Minister gives Murdoch more time on BSkyB
BRITISH SECRETARY of state for culture Jeremy Hunt has given Rupert Murdoch’s News Corporation extra time to make concessions in its multi-billion bid to take full ownership of BSkyB, which broadcasts Sky News and Sky Sports.
Mr Hunt said that, while he still intended to involve the regulator, News Corporation had asked him to consider undertakings that might alleviate his concerns. These are understood to include guarantees to make Sky News editorially independent of the company while still owned by it.
Media regulator Ofcom is firmly against the deal, making it clear in a report sent to Mr Hunt, and published by him yesterday in edited form, that News Corporation’s attempt to take control of the 61 per cent stake in BSkyB that it does not already own would lead to an unacceptable concentration of media ownership in the UK.
News Corporation accused the regulator of conducting a “one-sided” and “seriously flawed” examination of the bid and warned that a referral to the Competition Commission on the strength of the report would be “seriously in error”, according to a company submission released by Mr Hunt.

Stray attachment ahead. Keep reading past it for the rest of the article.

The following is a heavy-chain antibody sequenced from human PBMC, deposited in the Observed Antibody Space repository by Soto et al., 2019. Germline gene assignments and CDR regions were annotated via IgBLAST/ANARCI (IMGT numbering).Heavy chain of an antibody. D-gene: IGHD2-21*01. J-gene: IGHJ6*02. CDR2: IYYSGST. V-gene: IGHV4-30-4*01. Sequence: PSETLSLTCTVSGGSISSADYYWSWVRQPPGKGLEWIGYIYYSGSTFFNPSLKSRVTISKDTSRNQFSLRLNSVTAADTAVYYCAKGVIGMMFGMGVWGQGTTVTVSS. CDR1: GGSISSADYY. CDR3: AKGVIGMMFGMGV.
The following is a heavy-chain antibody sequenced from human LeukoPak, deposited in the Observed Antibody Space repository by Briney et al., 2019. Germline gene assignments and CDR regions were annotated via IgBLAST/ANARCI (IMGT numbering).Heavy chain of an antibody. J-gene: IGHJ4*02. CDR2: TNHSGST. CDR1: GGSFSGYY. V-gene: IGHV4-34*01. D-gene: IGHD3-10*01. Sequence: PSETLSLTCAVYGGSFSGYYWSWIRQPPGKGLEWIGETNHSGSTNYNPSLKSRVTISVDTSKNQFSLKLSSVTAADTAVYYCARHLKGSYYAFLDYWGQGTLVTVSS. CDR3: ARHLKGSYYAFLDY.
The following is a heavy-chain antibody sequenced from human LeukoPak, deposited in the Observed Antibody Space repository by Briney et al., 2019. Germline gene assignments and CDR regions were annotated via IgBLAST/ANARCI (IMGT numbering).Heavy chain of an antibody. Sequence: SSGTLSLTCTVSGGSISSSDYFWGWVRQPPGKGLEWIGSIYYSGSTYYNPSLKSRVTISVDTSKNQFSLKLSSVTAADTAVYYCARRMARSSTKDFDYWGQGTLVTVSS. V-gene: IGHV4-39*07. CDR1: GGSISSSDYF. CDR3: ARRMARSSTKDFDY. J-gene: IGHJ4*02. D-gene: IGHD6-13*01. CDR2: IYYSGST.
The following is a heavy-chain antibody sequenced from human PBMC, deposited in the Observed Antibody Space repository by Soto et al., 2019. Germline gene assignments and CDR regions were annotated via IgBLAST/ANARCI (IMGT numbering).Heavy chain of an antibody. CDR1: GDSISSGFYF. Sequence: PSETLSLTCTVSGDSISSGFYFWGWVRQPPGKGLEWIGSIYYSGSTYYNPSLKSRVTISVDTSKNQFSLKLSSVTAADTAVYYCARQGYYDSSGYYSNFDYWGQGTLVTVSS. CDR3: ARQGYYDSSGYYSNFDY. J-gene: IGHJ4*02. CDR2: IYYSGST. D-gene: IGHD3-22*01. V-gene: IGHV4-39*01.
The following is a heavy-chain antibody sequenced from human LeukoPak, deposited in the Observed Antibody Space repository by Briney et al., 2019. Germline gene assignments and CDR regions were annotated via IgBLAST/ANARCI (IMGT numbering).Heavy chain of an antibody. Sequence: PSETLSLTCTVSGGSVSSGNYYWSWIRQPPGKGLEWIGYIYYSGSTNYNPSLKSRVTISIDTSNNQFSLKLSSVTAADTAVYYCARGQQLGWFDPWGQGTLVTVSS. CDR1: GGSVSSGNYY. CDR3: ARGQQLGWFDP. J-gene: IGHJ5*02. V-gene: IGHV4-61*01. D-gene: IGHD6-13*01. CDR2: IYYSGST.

Hinting strongly that it will go to the courts if its ambitions are blocked, the Murdoch media giant said the “biased and prejudiced approach” shown by Liberal Democrat secretary of state Vince Cable had tainted the review.
Mr Cable lost responsibility for adjudicating on media mergers last month after it was revealed that he had voiced his opposition to the takeover to undercover Daily Telegraphreporters, saying that he was “at war” with Mr Murdoch.
However, Ofcom issued a quick rejection of News Corporation’s claim, saying that it had given “a clear, accurate and independent assessment of the public interest issues” in its report and rejecting the company’s claims that it did not have an open mind.
Labour, which has repeatedly highlighted the close ties between Mr Murdoch and the Conservatives, challenged Mr Hunt’s delay in making a final decision on whether to refer the takeover to the Competition Commission, given “that Ofcom had made it clear that there are potentially serious public interest concerns raised”.
Mr Murdoch’s company, which owns the Sun, the News of the World,the Timesand the Sunday Times, made an £7 billion offer last June for the 61 per cent of BSkyB that it does not already own, though it was opposed by other companies who fear that it would give him too much power, and allow cross-advertising between his various newspapers, TV and radio stations.
Meanwhile, trade unionists gathered in London last night to mark the 25th anniversary of Mr Murdoch’s decision to sack 5,500 workers and abandon Fleet Street for a non-union printing plant in Wapping in London’s East End.